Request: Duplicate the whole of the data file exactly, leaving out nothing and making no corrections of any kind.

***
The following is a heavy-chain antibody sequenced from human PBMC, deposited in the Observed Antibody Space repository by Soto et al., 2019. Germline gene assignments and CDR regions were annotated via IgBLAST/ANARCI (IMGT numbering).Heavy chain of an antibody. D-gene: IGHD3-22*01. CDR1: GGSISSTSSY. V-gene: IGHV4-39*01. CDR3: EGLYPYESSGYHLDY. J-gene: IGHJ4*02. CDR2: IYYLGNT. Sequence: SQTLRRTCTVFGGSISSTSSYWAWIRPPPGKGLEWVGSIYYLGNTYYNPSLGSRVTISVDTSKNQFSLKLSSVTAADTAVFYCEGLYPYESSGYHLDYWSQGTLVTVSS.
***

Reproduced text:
The following is a heavy-chain antibody sequenced from human PBMC, deposited in the Observed Antibody Space repository by Soto et al., 2019. Germline gene assignments and CDR regions were annotated via IgBLAST/ANARCI (IMGT numbering).Heavy chain of an antibody. D-gene: IGHD3-22*01. CDR1: GGSISSTSSY. V-gene: IGHV4-39*01. CDR3: EGLYPYESSGYHLDY. J-gene: IGHJ4*02. CDR2: IYYLGNT. Sequence: SQTLRRTCTVFGGSISSTSSYWAWIRPPPGKGLEWVGSIYYLGNTYYNPSLGSRVTISVDTSKNQFSLKLSSVTAADTAVFYCEGLYPYESSGYHLDYWSQGTLVTVSS.